Dear Harry: About a year ago, I rented a large room in a home owned by a family friend. I had my own bed, a couple of chairs, a TV and a microwave. Unfortunately, I was incarcerated for a minor crime before the lease was up. She allowed me to get out of the lease, and she agreed to store my stuff in her basement with no charge until I get out (a six- month sentence). Four months into the sentence, she had a hot-water boiler break and all my stuff was badly damaged. My brother saw the damage, and told me the stuff was completely destroyed. I asked the landlord to claim a loss with her insurance company, and she refused because she didn't want her premiums to go up. That stuff was not new, but it had to be worth at least $1,000. Can I file a claim with her insurance company? Help!

What Harry says: This appears to be a situation where it was for your sole benefit. You paid her no rent for the use of that spot in her basement. She appears not to have been negligent. It's unfortunate, but I think you're out of luck. Since you're not the person insured, you can't file a claim with her company, either. Sorry.

Dear Harry: My wife remembers you saying many times that a parent should not transfer title to their home to their children. We wonder if our case is an exception. We have only one child, a son. He is married, with two kids. He has never done exceptionally well financially, but he has done a lot of good for a lot of people in the school where he teaches. We are in very good financial condition and are in our 80s. We have an estate in the high seven figures. We also have very high-limit, long-term-care insurance. We make annual gifts to each of the members of his family up to the federal exemption limit. We own a home here and another in a resort area. We are thinking of transferring title to the resort-area home to him and his wife. It's worth conservatively about $300,000. Are we an exception to the "rule?"

What Harry says: It certainly looks that way to me. You will have to file a gift-tax return, but there will be no tax due unless you've gone over the exemption level in a past year. I strongly urge you to have a lawyer who is an estate specialist review your situation before you make this move. Depending on the nature of your assets, there could be a better way to reduce your estate. Your son and his family can still have full use of the property without owning it.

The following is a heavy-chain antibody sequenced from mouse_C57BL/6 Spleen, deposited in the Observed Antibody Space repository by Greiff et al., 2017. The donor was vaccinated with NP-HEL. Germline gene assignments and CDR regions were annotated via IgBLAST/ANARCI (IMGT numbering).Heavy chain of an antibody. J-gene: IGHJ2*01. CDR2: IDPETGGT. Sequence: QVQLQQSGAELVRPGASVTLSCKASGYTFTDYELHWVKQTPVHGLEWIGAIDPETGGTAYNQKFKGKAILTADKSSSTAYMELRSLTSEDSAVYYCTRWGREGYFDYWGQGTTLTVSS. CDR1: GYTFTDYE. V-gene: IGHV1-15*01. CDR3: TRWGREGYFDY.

Dear Harry: I am 72, and I live comfortably on my SS and a pension. However, there are times when it does get tight. My friend, who is a lawyer, suggested that a reverse mortgage looks ideal for me. He told me that he would prevent me from getting swindled into a bad deal. The loan officer at my bank suggested that I get a lump-sum reverse mortgage, and use the money to buy an annuity through the bank. I never heard of a reverse mortgage that's tied into an annuity. Is this the way to go? Is it safe?

What Harry says: In a word, the answer to the first question is hell no! It is safe, but so what? When you get the usual reverse mortgage, the lender advances you money each month. This has all of the earmarks of an annuity except that an annuity is guaranteed for your lifetime while the mortgage has limits. However, there are hefty charges tied to annuities that you won't have with the mortgage alone. In your case, where the money will be a kind of extra, the monthly amounts can be reduced to a level that will carry you beyond your normal life expectancy. *

Write Harry Gross c/o the Daily News, Box 7788, Philadelphia, PA 19101. Harry urges all his readers to give blood - contact the American Red Cross at 800-GIVE LIFE.